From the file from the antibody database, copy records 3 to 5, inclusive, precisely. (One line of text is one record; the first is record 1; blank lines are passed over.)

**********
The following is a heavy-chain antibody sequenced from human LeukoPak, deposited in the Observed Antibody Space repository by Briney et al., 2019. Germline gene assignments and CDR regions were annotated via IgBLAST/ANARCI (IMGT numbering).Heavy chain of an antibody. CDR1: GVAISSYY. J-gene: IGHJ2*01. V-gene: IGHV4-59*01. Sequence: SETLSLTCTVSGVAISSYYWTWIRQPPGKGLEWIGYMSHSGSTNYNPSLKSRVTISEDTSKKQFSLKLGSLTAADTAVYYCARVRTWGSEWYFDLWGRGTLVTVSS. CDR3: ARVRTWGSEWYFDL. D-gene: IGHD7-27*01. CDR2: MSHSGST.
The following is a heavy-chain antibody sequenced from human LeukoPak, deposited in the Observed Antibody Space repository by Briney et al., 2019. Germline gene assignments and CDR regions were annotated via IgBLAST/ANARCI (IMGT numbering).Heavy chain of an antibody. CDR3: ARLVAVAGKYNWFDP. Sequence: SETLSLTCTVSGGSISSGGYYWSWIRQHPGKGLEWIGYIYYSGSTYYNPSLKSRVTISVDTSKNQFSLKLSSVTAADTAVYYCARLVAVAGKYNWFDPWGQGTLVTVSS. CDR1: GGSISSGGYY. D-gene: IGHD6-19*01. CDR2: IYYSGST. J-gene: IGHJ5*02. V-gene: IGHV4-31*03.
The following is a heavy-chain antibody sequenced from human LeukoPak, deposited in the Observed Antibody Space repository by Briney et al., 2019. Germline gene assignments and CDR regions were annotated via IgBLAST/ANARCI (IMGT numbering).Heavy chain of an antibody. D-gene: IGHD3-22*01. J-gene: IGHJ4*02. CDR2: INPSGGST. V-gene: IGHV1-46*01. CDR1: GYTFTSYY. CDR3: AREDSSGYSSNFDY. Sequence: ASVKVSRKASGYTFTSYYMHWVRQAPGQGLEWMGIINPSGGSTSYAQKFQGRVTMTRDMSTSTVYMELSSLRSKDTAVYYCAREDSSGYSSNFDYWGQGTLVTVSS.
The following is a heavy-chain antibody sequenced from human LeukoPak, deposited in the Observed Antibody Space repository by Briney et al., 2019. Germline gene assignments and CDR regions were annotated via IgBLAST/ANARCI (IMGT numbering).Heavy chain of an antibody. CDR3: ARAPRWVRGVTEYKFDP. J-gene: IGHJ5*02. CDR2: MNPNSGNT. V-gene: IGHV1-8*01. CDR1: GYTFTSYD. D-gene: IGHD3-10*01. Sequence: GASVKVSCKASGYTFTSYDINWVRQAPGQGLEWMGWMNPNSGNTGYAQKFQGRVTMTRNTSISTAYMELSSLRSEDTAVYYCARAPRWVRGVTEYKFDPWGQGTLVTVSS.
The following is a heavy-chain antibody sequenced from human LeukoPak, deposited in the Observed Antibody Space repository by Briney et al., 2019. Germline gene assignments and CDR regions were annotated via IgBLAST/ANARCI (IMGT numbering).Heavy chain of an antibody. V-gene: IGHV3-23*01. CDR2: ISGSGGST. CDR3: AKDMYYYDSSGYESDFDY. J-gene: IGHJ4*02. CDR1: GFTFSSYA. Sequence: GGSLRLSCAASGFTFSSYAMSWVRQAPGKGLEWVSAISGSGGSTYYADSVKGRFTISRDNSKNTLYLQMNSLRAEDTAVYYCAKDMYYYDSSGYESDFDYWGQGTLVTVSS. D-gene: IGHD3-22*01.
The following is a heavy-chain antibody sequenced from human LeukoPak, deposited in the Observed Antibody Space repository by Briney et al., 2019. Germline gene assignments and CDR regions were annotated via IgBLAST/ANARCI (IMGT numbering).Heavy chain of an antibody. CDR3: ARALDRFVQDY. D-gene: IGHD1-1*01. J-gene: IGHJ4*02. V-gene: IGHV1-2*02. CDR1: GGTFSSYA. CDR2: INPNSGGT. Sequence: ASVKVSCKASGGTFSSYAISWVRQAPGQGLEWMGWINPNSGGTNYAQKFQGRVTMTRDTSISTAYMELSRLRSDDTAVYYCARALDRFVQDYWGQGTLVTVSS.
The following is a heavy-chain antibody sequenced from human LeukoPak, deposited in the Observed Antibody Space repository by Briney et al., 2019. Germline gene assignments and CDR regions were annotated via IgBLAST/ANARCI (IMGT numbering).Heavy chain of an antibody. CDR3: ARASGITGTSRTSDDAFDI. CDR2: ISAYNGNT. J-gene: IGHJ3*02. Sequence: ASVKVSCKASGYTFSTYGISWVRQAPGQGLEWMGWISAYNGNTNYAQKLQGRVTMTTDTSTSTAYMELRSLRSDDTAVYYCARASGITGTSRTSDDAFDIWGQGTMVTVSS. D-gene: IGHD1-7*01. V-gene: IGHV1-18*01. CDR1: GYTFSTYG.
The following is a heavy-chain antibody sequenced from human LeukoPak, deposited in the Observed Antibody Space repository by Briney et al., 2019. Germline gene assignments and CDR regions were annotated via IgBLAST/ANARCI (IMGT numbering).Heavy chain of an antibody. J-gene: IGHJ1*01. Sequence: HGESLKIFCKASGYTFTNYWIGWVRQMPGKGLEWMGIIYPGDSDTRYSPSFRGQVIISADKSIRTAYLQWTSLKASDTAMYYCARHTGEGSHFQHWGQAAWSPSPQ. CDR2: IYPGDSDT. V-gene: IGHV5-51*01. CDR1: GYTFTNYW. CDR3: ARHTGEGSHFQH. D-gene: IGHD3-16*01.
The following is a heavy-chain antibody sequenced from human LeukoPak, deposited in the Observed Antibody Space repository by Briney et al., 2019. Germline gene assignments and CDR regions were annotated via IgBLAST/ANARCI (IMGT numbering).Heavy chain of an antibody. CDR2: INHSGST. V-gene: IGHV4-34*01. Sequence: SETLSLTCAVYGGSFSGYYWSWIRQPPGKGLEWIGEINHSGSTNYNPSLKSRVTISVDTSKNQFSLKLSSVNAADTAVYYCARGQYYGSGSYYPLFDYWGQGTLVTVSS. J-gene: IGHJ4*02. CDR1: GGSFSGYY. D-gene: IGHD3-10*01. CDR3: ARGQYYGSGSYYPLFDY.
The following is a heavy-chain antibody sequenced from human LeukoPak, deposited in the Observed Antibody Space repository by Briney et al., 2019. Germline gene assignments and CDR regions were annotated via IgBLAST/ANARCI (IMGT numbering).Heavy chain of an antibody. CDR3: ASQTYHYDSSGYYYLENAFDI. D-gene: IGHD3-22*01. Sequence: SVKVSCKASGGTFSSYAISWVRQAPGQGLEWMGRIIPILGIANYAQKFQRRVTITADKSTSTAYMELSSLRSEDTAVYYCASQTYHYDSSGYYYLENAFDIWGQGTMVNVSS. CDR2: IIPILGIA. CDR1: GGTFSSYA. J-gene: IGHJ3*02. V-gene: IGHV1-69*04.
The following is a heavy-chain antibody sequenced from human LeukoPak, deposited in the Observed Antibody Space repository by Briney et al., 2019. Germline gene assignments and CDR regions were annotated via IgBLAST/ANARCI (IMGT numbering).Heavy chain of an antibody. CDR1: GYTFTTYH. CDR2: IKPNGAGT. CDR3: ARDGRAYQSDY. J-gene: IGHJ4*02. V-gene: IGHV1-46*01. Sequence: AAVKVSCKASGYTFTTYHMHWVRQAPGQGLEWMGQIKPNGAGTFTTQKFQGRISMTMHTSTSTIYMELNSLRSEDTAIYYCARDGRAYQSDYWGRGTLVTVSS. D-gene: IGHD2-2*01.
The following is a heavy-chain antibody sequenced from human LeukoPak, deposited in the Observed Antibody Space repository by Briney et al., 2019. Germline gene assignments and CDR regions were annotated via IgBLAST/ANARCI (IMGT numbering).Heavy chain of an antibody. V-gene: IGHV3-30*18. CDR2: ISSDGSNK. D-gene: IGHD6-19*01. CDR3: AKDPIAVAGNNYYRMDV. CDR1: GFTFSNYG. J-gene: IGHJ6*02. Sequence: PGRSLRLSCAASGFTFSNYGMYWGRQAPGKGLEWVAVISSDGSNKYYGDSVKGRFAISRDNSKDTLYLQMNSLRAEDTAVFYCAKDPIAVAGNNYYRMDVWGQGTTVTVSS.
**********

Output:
The following is a heavy-chain antibody sequenced from human LeukoPak, deposited in the Observed Antibody Space repository by Briney et al., 2019. Germline gene assignments and CDR regions were annotated via IgBLAST/ANARCI (IMGT numbering).Heavy chain of an antibody. D-gene: IGHD3-22*01. J-gene: IGHJ4*02. CDR2: INPSGGST. V-gene: IGHV1-46*01. CDR1: GYTFTSYY. CDR3: AREDSSGYSSNFDY. Sequence: ASVKVSRKASGYTFTSYYMHWVRQAPGQGLEWMGIINPSGGSTSYAQKFQGRVTMTRDMSTSTVYMELSSLRSKDTAVYYCAREDSSGYSSNFDYWGQGTLVTVSS.
The following is a heavy-chain antibody sequenced from human LeukoPak, deposited in the Observed Antibody Space repository by Briney et al., 2019. Germline gene assignments and CDR regions were annotated via IgBLAST/ANARCI (IMGT numbering).Heavy chain of an antibody. CDR3: ARAPRWVRGVTEYKFDP. J-gene: IGHJ5*02. CDR2: MNPNSGNT. V-gene: IGHV1-8*01. CDR1: GYTFTSYD. D-gene: IGHD3-10*01. Sequence: GASVKVSCKASGYTFTSYDINWVRQAPGQGLEWMGWMNPNSGNTGYAQKFQGRVTMTRNTSISTAYMELSSLRSEDTAVYYCARAPRWVRGVTEYKFDPWGQGTLVTVSS.
The following is a heavy-chain antibody sequenced from human LeukoPak, deposited in the Observed Antibody Space repository by Briney et al., 2019. Germline gene assignments and CDR regions were annotated via IgBLAST/ANARCI (IMGT numbering).Heavy chain of an antibody. V-gene: IGHV3-23*01. CDR2: ISGSGGST. CDR3: AKDMYYYDSSGYESDFDY. J-gene: IGHJ4*02. CDR1: GFTFSSYA. Sequence: GGSLRLSCAASGFTFSSYAMSWVRQAPGKGLEWVSAISGSGGSTYYADSVKGRFTISRDNSKNTLYLQMNSLRAEDTAVYYCAKDMYYYDSSGYESDFDYWGQGTLVTVSS. D-gene: IGHD3-22*01.